When Dr William Macbeth poisoned two of his sons in 1927, his wife and sister hid the murders in the intensely private realm of family secrets. Macbeth behaved as if he were immune to consequences and avoided detection and punishment.
Or did he? Secrets can be as corrosive as poison, and as time passed, the story haunted and divided his descendants. His granddaughter, Gail Bell, spent ten years reading the literature of poisoning in order to understand Macbeth’s life. Herself a chemist, she listened for echoes in the great cases of the nineteenth century, in myths, fiction, and poison lore.
Intricate, elegant, and beautifully realised, The Poison Principle is a masterful book about family secrets and literary poisonings.
Praise for The Poison Principle by Gail Bell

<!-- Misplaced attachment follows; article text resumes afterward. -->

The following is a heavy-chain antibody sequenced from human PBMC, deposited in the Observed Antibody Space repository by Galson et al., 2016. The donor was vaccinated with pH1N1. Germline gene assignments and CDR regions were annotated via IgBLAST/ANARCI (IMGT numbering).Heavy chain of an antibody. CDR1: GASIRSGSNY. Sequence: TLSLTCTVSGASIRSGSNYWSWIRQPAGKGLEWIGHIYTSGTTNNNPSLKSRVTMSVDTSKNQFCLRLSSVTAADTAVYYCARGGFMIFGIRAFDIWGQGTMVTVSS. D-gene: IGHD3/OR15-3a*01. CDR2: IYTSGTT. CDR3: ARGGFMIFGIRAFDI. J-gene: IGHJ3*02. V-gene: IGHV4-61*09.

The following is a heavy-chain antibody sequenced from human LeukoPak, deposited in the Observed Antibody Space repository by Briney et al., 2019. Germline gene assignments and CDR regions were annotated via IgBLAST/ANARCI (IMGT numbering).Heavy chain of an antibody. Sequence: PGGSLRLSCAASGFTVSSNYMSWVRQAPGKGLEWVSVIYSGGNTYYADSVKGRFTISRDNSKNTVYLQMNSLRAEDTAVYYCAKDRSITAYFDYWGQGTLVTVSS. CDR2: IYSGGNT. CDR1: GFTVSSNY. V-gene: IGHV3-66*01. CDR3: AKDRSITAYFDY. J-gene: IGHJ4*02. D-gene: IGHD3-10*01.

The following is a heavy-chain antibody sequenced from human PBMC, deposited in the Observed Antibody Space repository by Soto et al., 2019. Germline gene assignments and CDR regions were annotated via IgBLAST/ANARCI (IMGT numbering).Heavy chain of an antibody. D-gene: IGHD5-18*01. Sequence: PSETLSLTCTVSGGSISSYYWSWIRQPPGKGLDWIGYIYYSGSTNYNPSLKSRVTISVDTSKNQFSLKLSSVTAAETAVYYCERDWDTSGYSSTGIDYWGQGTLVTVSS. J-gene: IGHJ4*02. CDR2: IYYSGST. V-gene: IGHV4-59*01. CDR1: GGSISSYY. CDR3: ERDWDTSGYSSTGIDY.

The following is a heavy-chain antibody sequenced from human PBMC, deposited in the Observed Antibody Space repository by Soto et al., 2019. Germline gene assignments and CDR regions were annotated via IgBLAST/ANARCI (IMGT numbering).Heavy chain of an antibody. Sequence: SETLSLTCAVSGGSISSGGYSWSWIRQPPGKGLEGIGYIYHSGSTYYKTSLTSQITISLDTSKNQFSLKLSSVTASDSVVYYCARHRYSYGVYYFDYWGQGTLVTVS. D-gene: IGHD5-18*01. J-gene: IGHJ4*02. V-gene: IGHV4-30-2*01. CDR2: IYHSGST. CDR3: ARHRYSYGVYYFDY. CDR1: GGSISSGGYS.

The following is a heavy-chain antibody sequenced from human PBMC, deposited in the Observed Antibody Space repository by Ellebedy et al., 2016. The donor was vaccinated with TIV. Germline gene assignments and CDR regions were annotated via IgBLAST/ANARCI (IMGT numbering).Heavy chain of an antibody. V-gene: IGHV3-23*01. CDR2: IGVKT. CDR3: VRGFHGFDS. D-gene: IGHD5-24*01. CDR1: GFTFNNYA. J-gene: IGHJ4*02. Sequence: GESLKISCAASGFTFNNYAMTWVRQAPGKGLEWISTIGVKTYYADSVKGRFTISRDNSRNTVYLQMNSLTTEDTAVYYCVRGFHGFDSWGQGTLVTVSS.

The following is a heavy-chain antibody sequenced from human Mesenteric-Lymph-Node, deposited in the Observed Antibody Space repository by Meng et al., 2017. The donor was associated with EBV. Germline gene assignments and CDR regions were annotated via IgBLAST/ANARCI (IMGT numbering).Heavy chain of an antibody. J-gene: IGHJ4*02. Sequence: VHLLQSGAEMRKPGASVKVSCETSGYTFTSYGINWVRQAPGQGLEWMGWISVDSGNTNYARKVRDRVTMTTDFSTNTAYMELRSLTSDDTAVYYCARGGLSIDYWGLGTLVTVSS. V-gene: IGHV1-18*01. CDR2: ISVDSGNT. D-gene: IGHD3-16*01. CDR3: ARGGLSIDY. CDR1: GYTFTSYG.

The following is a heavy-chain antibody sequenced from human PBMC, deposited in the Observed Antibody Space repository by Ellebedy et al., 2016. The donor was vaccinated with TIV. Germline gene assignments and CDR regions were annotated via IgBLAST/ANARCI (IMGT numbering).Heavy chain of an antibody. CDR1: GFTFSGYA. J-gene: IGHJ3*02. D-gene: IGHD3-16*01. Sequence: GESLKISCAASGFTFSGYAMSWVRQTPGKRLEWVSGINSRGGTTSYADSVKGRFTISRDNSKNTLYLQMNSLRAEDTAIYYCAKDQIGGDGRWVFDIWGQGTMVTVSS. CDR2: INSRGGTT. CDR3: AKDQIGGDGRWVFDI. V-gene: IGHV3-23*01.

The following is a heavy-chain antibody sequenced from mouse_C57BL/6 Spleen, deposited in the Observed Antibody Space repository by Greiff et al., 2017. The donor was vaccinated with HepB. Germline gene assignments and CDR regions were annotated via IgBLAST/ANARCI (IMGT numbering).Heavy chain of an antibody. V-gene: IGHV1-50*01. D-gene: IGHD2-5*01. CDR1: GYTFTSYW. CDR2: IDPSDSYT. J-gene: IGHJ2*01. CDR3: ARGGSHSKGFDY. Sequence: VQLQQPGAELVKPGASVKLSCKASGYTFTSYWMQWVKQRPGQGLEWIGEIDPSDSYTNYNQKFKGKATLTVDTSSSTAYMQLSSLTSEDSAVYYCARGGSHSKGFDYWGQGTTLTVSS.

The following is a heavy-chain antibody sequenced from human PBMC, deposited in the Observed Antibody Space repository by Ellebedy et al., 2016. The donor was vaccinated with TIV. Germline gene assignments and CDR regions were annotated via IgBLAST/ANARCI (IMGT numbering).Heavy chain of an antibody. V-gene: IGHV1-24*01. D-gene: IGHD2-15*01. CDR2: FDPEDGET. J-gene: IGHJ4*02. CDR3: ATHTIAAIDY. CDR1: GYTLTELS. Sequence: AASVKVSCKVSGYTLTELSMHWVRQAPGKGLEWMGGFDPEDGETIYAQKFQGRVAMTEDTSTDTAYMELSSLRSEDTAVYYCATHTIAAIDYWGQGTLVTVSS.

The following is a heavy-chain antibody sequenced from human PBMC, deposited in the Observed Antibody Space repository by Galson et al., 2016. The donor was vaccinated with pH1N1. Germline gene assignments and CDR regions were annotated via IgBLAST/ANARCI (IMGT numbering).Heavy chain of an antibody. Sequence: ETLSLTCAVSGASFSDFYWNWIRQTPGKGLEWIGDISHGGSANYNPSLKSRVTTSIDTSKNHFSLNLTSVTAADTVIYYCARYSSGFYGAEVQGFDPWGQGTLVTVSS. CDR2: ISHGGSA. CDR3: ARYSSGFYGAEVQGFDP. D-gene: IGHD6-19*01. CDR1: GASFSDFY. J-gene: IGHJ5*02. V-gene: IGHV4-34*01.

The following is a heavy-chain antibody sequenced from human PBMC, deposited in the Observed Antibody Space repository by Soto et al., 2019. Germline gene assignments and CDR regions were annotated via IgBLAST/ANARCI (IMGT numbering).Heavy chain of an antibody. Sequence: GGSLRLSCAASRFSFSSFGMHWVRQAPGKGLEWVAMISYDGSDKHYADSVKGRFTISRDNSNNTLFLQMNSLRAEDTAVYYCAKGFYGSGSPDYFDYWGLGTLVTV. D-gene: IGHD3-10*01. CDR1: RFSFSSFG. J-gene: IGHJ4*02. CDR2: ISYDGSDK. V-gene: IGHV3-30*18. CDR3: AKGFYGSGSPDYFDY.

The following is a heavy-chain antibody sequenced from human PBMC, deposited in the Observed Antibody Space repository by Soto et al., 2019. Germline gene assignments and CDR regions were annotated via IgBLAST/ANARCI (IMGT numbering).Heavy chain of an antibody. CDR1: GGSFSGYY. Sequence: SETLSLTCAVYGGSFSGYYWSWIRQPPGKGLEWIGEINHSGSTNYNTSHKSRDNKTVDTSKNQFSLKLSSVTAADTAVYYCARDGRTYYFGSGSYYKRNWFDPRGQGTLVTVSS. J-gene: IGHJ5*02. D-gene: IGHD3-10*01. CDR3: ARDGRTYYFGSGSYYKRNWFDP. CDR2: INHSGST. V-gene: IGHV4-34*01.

‘Miraculously well written, compellingly readable ... a book of rare distinction’ The Times
‘[Bell’s] solution to the mystery was – and is – a triumph of perseverance ... enthralling’ The Guardian
‘[The Poison Principle] … measures out, in small loving spoonfuls, grains of information about [a] family story … Between the quiet drip feed of her personal memoir, Bell mixes in stronger flavors: ingredients from criminology and psychology, botany and chemistry.’ The New York Times